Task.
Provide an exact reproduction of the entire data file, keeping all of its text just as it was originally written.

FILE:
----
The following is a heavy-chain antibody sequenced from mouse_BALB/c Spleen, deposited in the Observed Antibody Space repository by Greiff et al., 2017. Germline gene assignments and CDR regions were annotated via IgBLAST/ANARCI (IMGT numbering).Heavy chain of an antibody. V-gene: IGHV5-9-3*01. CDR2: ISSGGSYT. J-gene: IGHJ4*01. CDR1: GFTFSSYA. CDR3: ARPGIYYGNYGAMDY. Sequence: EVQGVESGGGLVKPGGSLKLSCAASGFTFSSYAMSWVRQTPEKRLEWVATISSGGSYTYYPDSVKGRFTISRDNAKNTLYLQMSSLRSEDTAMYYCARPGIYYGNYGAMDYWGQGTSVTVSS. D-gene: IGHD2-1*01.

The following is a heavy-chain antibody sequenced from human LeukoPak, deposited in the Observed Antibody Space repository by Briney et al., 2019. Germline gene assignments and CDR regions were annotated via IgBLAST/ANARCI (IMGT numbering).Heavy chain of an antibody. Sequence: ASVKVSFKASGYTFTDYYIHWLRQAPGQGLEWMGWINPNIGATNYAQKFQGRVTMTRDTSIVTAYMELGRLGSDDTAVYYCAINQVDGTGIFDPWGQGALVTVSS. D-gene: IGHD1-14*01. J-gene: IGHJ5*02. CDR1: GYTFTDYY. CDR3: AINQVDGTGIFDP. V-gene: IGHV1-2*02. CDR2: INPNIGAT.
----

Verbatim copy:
The following is a heavy-chain antibody sequenced from mouse_BALB/c Spleen, deposited in the Observed Antibody Space repository by Greiff et al., 2017. Germline gene assignments and CDR regions were annotated via IgBLAST/ANARCI (IMGT numbering).Heavy chain of an antibody. V-gene: IGHV5-9-3*01. CDR2: ISSGGSYT. J-gene: IGHJ4*01. CDR1: GFTFSSYA. CDR3: ARPGIYYGNYGAMDY. Sequence: EVQGVESGGGLVKPGGSLKLSCAASGFTFSSYAMSWVRQTPEKRLEWVATISSGGSYTYYPDSVKGRFTISRDNAKNTLYLQMSSLRSEDTAMYYCARPGIYYGNYGAMDYWGQGTSVTVSS. D-gene: IGHD2-1*01.

The following is a heavy-chain antibody sequenced from human LeukoPak, deposited in the Observed Antibody Space repository by Briney et al., 2019. Germline gene assignments and CDR regions were annotated via IgBLAST/ANARCI (IMGT numbering).Heavy chain of an antibody. Sequence: ASVKVSFKASGYTFTDYYIHWLRQAPGQGLEWMGWINPNIGATNYAQKFQGRVTMTRDTSIVTAYMELGRLGSDDTAVYYCAINQVDGTGIFDPWGQGALVTVSS. D-gene: IGHD1-14*01. J-gene: IGHJ5*02. CDR1: GYTFTDYY. CDR3: AINQVDGTGIFDP. V-gene: IGHV1-2*02. CDR2: INPNIGAT.